I think the answer is DEMAND that the National Safety shows improve. Contact the organizers and tell them that if they want you to attend then they have to get better speakers and that the speeches can’t just be commercials. That they need to get speakers and exhibitors that better represent the solutions from the Hierarchy of Controls, that they had ought to treat their speakers (who, except for the keynotes, they don’t pay at all and expect to absorb all their travel expenses) and exhibitors better (many exhibitors complain that either the conference organization actively competes against them; selling their products adjacent to the exhibitors or that there is too little time on the agenda for people to visit the exhibit hall.)
This year’s key note for AIHA is Ken Jennings the longest running Jeopardy! contestant; I’m sure the audience will learn much from Ken’s extensive knowledge of both game shows and Industrial Hygiene, but heck he’s likely to be more entertaining than most key notes so who cares if he isn’t even related to the topic in the most tangential measure?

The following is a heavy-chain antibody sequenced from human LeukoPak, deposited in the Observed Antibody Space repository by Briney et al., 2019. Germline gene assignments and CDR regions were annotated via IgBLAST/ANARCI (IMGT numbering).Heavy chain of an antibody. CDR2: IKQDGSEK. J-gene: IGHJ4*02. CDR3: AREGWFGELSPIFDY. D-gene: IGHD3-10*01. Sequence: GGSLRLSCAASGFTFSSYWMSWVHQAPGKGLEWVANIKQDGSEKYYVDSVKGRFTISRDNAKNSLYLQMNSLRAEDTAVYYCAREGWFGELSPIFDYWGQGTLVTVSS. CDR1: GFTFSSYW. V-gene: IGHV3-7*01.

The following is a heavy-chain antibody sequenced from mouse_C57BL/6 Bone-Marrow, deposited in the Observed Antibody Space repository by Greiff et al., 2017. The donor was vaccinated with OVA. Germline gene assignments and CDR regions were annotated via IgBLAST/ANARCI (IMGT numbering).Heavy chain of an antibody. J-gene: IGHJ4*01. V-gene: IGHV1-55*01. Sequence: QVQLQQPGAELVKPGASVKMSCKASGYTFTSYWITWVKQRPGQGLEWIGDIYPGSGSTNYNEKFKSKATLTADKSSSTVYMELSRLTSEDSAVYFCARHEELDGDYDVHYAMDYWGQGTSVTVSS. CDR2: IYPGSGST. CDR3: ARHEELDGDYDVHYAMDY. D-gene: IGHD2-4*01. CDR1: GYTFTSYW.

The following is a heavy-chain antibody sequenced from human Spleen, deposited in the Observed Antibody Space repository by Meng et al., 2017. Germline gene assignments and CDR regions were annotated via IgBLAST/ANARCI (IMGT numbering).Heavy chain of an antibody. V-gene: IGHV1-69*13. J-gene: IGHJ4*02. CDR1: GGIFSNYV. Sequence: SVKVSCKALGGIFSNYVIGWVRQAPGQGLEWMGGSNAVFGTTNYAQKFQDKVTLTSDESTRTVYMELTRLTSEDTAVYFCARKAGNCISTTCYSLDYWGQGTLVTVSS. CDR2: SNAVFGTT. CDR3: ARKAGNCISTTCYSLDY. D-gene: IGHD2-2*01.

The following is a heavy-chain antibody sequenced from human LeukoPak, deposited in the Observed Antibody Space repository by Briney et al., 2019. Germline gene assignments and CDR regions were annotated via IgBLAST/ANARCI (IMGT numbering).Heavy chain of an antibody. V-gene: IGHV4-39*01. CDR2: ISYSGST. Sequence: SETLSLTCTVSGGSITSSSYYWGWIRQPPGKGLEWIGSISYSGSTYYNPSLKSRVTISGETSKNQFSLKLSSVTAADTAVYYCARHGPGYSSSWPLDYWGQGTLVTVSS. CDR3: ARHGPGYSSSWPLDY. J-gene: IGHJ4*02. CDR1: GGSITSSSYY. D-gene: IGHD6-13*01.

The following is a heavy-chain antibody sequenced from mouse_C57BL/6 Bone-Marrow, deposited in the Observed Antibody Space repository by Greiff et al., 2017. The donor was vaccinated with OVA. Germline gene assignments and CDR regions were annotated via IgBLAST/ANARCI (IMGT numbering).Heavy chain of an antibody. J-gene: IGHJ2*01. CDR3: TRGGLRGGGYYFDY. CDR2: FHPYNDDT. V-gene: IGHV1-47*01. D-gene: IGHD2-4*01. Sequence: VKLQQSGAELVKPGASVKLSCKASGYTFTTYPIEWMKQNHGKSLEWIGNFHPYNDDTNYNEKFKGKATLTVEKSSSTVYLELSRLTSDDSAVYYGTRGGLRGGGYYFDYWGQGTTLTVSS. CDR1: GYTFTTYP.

Too lazy to look up the organizers for the shows? Here you go: (and no, you don’t necessarily have to support me, in fact you can tell them that the best move they ever made was dumping me as a speaker, it’s not like I can think of a circumstance that I would consider returning, eight years of providing services for free is enough)
The National Safety Council Hilda Koskiewicz (Hilda.Koskiewicz@nsc.org)
The American Society Of Safety Engineers Dewey Whitmire (firstname.lastname@example.org )
American Industrial Hygiene Association Bethany Chirico (email@example.com )
If we don’t act now in ten years these shows won’t exist, but maybe that’s not a bad thing.